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Natalia M. Llado-Calderon Department of Cardiology, Garden State Veterinary Specialists, Tinton Falls, NJ

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Andrew J. M. White Department of Cardiology, Garden State Veterinary Specialists, Tinton Falls, NJ

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Introduction

A 16-year-old 4.94-kg castrated male domestic shorthair cat was referred to Garden State Veterinary Specialists for further treatment of congestive heart failure, azotemia, collapse, and an arrhythmia. The referring emergency veterinarian had performed a single-lead ECG that raised concerns for atrioventricular (AV) block and concurrent ventricular tachycardia. The cat had a history of chronic kidney disease (creatinine, 3.0 mg/dL 2 weeks prior to presentation) that had been static over the preceding 3 months, well-managed hyperthyroidism, and heart disease characterized by normal left ventricular wall thickness (values not reported), moderate left atrial enlargement (left atrial diameter, 18.9 mm; reference range,1 < 15.7 mm), and mitral regurgitation with suspected congestive heart failure (scant pericardial and pleural effusion) diagnosed ultrasonographically 6 months prior to presentation. The cat was managed on pimobendan (1.25 mg, PO, q 12 h), enalapril (0.625 mg, PO, q 24 h), and furosemide (6.25 mg, PO, q 12 h initially, tapered to 3.125 mg, PO, q 48 h).

Immediately prior to referral, thoracic radiography had been performed, which revealed moderate generalized cardiomegaly (vertebral heart score, 9.5; reference range,2 < 8.0) with pulmonary venous distension and a mild diffuse interstitial pulmonary pattern predominantly in the cranial and caudoventral lung fields, consistent with congestive heart failure. A CBC and serum biochemical profile revealed moderate nonregenerative anemia (Hct, 24.4%; reference range, 30.3% to 52.3%), a mild stress leukogram, progressive azotemia (BUN, 66 mg/dL [reference range, 16 to 36 mg/dL]; creatinine, 4.4 mg/dL [reference range, 0.8 to 2.4 mg/dL]), and hyperphosphatemia (9.0 mg/dL; reference range, 3.1 to 7.5 mg/dL). The cat was receiving methimazole (5 mg, PO, q 12 h) for the hyperthyroidism, and serum total thyroxine concentration was within reference limits (1.4 μg/dL; reference range, 0.8 to 4.0 µg/dL).

On presentation, the cat was bradycardic (heart rate, 60 beats/min) with an irregular rhythm and paroxysms of tachycardia. A grade IV/VI parasternal systolic murmur was present, and femoral pulses were strong and symmetric with frequent pulse deficits. There was increased respiratory effort with mildly increased bronchovesicular lung sounds in all fields. Cardiac troponin I (cTnI) concentration was markedly high (12.75 ng/mL; reference range, 0.03 to 0.11 ng/mL), suggestive of recent or ongoing myocardial damage.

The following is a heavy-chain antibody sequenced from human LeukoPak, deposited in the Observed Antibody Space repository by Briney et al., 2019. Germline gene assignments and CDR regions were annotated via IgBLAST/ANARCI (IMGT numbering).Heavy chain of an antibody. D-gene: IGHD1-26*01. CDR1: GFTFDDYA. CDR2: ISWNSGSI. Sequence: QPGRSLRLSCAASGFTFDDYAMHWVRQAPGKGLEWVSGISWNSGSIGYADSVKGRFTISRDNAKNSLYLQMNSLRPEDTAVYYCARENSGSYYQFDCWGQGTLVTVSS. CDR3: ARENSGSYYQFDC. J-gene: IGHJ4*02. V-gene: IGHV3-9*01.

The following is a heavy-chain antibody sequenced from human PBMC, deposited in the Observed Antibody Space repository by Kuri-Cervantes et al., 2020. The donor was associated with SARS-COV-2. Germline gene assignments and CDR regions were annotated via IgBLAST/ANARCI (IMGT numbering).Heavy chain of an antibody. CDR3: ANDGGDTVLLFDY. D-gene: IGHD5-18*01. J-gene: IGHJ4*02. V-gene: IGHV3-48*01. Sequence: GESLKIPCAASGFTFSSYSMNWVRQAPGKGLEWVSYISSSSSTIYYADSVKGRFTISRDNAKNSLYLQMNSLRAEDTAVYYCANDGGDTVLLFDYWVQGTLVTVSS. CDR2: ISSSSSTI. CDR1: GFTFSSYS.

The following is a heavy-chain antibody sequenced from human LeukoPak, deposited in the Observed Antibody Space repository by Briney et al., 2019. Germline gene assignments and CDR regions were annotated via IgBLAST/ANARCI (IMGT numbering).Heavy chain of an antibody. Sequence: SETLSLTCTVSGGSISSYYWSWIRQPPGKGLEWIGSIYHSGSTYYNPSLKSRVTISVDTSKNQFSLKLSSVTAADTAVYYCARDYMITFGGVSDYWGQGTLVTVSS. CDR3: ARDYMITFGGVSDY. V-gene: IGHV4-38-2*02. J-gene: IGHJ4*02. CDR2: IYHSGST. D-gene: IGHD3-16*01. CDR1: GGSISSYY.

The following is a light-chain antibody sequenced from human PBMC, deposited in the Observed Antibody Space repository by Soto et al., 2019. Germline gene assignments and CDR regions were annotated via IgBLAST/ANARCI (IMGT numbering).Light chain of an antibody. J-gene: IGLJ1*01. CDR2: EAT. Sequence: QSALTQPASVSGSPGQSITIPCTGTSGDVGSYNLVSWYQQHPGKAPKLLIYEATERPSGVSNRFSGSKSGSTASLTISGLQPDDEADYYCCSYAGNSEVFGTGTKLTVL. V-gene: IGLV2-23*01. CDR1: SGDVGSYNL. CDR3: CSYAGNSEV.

Echocardiography revealed moderate interventricular septal thickening (7.2 mm; reference range,3 < 6 mm), moderate to severe mitral and tricuspid regurgitation with moderate biatrial enlargement (left atrium, 18.6 mm; right atrium, 16.4 mm; reference range,1,4 < 13.7 mm), scant pericardial effusion, and a restrictive transmitral filling profile on pulsed-wave and tissue Doppler imaging. These findings were consistent with a diagnosis of hypertrophic cardiomyopathy with restrictive filling and congestive heart failure.

Six-lead ECG recordings were obtained at the time of presentation (Figures 1 and 2). The patient was treated conservatively with furosemide (1 mg/kg, IV, q 8 h). The following day (after administration of 2 doses of furosemide), the cat was eupneic with resolved pulmonary edema on thoracic radiographs but progressive azotemia (creatinine, 7.3 mg/dL).

Figure 1
Figure 1

Six-lead ECG recording obtained from a 16-year-old cat referred for further treatment of congestive heart failure, azotemia, collapse, and an arrhythmia. Notice the atrioventricular dissociation with an atrial rate of 211 beats/min (arrows) and ventricular escape complexes with a rate of 83 beats/min (asterisks), consistent with atrioventricular block. Toward the end of the recording, there is initiation of wide complex tachycardia (heart rate, 211 beats/min) with left bundle branch block morphology (cross). Paper speed, 50 mm/s; 10 mm = 1 mV.

Citation: Journal of the American Veterinary Medical Association 260, 15; 10.2460/javma.21.01.0012

Figure 2
Figure 2

Continuation of the ECG recording showing cessation of the paroxysmal wide complex tachycardia and a return to the persistent atrioventricular block with ventricular escape. The P waves (arrowheads) occur at the end of the preceding T waves with a constant P-R interval during the period of tachycardia. This is consistent with periodic sinus capture with a 1:1 atrioventricular conduction and left bundle branch block pattern, rather than ventricular ectopy. Paper speed, 50 mm/s; 10 mm = 1 mV.

Citation: Journal of the American Veterinary Medical Association 260, 15; 10.2460/javma.21.01.0012

ECG Interpretation

The initial ECG recordings demonstrated complete AV dissociation with an atrial rate of 211 beats/min with normal P-wave morphology (duration, 40 milliseconds [reference range, < 40 milliseconds]; amplitude, 0.15 mV [reference range, < 0.2 mV]) and electrical axis (49°; reference range, 0° to +90°), wide complex escape beats (QRS duration, 70 milliseconds [reference range, < 40 milliseconds]; QRS amplitude, 0.52 mV [reference range, < 0.9 mV]) with a ventricular rate of 83 beats/min, and periods of wide complex tachycardia (ventricular rate, 211 beats/min) with complete (truncal) left bundle branch block (LBBB) morphology (QRS duration, 70 milliseconds; QRS amplitude, 1.26 mV) and mean electrical axis of 100° (reference range,5 0° to 160°).